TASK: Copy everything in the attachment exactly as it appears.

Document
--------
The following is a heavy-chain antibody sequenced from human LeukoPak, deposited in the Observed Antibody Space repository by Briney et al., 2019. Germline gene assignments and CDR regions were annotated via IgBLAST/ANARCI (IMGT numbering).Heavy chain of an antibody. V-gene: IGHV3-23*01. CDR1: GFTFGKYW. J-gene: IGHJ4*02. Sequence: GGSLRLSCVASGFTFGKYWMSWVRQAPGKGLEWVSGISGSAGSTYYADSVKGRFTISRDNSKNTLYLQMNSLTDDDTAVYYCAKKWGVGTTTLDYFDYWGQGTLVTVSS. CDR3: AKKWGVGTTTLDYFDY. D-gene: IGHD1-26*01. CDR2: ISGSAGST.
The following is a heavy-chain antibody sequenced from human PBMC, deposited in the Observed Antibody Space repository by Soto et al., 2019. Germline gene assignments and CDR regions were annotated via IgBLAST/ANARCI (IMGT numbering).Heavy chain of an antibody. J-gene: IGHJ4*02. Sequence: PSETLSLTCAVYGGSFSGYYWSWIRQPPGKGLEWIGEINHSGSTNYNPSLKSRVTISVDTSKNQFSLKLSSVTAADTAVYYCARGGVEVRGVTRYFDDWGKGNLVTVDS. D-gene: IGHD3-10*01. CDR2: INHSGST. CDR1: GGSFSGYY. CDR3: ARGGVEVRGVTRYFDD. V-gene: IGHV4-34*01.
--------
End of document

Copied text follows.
The following is a heavy-chain antibody sequenced from human LeukoPak, deposited in the Observed Antibody Space repository by Briney et al., 2019. Germline gene assignments and CDR regions were annotated via IgBLAST/ANARCI (IMGT numbering).Heavy chain of an antibody. V-gene: IGHV3-23*01. CDR1: GFTFGKYW. J-gene: IGHJ4*02. Sequence: GGSLRLSCVASGFTFGKYWMSWVRQAPGKGLEWVSGISGSAGSTYYADSVKGRFTISRDNSKNTLYLQMNSLTDDDTAVYYCAKKWGVGTTTLDYFDYWGQGTLVTVSS. CDR3: AKKWGVGTTTLDYFDY. D-gene: IGHD1-26*01. CDR2: ISGSAGST.
The following is a heavy-chain antibody sequenced from human PBMC, deposited in the Observed Antibody Space repository by Soto et al., 2019. Germline gene assignments and CDR regions were annotated via IgBLAST/ANARCI (IMGT numbering).Heavy chain of an antibody. J-gene: IGHJ4*02. Sequence: PSETLSLTCAVYGGSFSGYYWSWIRQPPGKGLEWIGEINHSGSTNYNPSLKSRVTISVDTSKNQFSLKLSSVTAADTAVYYCARGGVEVRGVTRYFDDWGKGNLVTVDS. D-gene: IGHD3-10*01. CDR2: INHSGST. CDR1: GGSFSGYY. CDR3: ARGGVEVRGVTRYFDD. V-gene: IGHV4-34*01.